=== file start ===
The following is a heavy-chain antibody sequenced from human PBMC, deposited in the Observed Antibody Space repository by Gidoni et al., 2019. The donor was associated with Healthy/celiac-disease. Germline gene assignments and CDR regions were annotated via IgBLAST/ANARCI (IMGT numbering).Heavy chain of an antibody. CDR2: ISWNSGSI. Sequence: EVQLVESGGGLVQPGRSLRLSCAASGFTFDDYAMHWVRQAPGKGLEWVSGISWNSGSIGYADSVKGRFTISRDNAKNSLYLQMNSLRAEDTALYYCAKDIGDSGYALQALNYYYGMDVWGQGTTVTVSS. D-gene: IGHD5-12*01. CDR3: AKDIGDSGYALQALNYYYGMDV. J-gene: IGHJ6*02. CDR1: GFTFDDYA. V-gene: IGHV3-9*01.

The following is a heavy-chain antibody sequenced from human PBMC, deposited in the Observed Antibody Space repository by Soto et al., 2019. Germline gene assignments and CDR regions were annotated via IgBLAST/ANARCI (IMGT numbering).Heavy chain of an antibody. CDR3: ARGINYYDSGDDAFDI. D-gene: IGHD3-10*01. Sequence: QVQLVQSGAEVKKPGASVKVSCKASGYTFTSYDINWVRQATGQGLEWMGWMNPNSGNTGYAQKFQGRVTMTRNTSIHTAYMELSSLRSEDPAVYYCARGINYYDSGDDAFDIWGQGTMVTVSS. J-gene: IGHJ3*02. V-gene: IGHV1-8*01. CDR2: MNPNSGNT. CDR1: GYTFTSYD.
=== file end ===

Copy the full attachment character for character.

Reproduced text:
The following is a heavy-chain antibody sequenced from human PBMC, deposited in the Observed Antibody Space repository by Gidoni et al., 2019. The donor was associated with Healthy/celiac-disease. Germline gene assignments and CDR regions were annotated via IgBLAST/ANARCI (IMGT numbering).Heavy chain of an antibody. CDR2: ISWNSGSI. Sequence: EVQLVESGGGLVQPGRSLRLSCAASGFTFDDYAMHWVRQAPGKGLEWVSGISWNSGSIGYADSVKGRFTISRDNAKNSLYLQMNSLRAEDTALYYCAKDIGDSGYALQALNYYYGMDVWGQGTTVTVSS. D-gene: IGHD5-12*01. CDR3: AKDIGDSGYALQALNYYYGMDV. J-gene: IGHJ6*02. CDR1: GFTFDDYA. V-gene: IGHV3-9*01.

The following is a heavy-chain antibody sequenced from human PBMC, deposited in the Observed Antibody Space repository by Soto et al., 2019. Germline gene assignments and CDR regions were annotated via IgBLAST/ANARCI (IMGT numbering).Heavy chain of an antibody. CDR3: ARGINYYDSGDDAFDI. D-gene: IGHD3-10*01. Sequence: QVQLVQSGAEVKKPGASVKVSCKASGYTFTSYDINWVRQATGQGLEWMGWMNPNSGNTGYAQKFQGRVTMTRNTSIHTAYMELSSLRSEDPAVYYCARGINYYDSGDDAFDIWGQGTMVTVSS. J-gene: IGHJ3*02. V-gene: IGHV1-8*01. CDR2: MNPNSGNT. CDR1: GYTFTSYD.